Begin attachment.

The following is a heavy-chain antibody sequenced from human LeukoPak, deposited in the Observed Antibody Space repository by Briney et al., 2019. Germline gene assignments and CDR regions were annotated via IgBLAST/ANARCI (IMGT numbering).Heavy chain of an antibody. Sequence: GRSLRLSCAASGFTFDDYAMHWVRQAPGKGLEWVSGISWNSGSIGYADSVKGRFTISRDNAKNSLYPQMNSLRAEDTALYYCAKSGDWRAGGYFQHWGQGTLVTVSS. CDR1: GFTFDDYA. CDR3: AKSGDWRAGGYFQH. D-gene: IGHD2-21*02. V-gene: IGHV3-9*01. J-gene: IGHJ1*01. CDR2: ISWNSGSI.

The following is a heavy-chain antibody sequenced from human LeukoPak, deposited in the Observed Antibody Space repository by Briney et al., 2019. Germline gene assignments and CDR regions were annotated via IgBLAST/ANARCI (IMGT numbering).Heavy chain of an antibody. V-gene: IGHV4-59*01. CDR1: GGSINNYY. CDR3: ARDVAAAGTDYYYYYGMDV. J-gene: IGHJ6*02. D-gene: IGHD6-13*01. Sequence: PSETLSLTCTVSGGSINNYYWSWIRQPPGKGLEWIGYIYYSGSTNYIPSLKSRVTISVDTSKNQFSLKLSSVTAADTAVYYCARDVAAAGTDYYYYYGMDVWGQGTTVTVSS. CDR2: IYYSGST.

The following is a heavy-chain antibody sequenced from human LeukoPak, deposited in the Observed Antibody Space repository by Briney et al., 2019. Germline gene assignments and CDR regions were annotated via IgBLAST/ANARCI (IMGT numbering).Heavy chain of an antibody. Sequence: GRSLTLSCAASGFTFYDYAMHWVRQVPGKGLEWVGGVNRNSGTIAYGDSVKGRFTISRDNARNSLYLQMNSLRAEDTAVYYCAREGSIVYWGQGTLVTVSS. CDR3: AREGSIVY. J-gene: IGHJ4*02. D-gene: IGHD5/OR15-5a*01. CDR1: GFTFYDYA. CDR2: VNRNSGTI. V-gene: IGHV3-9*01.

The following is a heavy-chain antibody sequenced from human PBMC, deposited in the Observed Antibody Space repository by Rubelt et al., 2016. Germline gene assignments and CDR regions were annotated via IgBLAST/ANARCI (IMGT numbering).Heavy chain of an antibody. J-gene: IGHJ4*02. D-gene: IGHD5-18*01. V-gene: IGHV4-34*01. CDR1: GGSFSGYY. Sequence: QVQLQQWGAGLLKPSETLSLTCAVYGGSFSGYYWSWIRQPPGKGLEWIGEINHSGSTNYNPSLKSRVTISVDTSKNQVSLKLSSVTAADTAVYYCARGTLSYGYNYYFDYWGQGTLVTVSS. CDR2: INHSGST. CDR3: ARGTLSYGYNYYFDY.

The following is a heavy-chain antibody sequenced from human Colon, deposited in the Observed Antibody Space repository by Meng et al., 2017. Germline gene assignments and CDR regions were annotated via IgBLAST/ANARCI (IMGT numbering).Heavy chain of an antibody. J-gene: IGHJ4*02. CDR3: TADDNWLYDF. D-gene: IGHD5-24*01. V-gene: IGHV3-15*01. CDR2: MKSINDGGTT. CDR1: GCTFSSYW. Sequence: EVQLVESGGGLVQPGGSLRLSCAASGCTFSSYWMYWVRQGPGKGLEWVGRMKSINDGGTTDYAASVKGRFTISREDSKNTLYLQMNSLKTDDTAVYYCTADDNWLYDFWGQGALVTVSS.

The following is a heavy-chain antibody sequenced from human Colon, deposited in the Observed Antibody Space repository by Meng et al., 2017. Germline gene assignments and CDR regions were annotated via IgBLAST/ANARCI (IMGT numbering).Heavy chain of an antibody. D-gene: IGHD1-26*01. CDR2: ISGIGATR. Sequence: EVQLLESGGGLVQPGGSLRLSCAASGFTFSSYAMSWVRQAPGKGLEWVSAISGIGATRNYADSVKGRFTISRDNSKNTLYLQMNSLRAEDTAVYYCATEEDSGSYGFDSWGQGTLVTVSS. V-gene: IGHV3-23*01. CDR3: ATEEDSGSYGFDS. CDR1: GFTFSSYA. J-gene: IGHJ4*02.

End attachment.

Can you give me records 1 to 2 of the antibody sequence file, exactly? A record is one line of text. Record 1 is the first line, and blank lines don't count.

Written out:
The following is a heavy-chain antibody sequenced from human LeukoPak, deposited in the Observed Antibody Space repository by Briney et al., 2019. Germline gene assignments and CDR regions were annotated via IgBLAST/ANARCI (IMGT numbering).Heavy chain of an antibody. Sequence: GRSLRLSCAASGFTFDDYAMHWVRQAPGKGLEWVSGISWNSGSIGYADSVKGRFTISRDNAKNSLYPQMNSLRAEDTALYYCAKSGDWRAGGYFQHWGQGTLVTVSS. CDR1: GFTFDDYA. CDR3: AKSGDWRAGGYFQH. D-gene: IGHD2-21*02. V-gene: IGHV3-9*01. J-gene: IGHJ1*01. CDR2: ISWNSGSI.

The following is a heavy-chain antibody sequenced from human LeukoPak, deposited in the Observed Antibody Space repository by Briney et al., 2019. Germline gene assignments and CDR regions were annotated via IgBLAST/ANARCI (IMGT numbering).Heavy chain of an antibody. V-gene: IGHV4-59*01. CDR1: GGSINNYY. CDR3: ARDVAAAGTDYYYYYGMDV. J-gene: IGHJ6*02. D-gene: IGHD6-13*01. Sequence: PSETLSLTCTVSGGSINNYYWSWIRQPPGKGLEWIGYIYYSGSTNYIPSLKSRVTISVDTSKNQFSLKLSSVTAADTAVYYCARDVAAAGTDYYYYYGMDVWGQGTTVTVSS. CDR2: IYYSGST.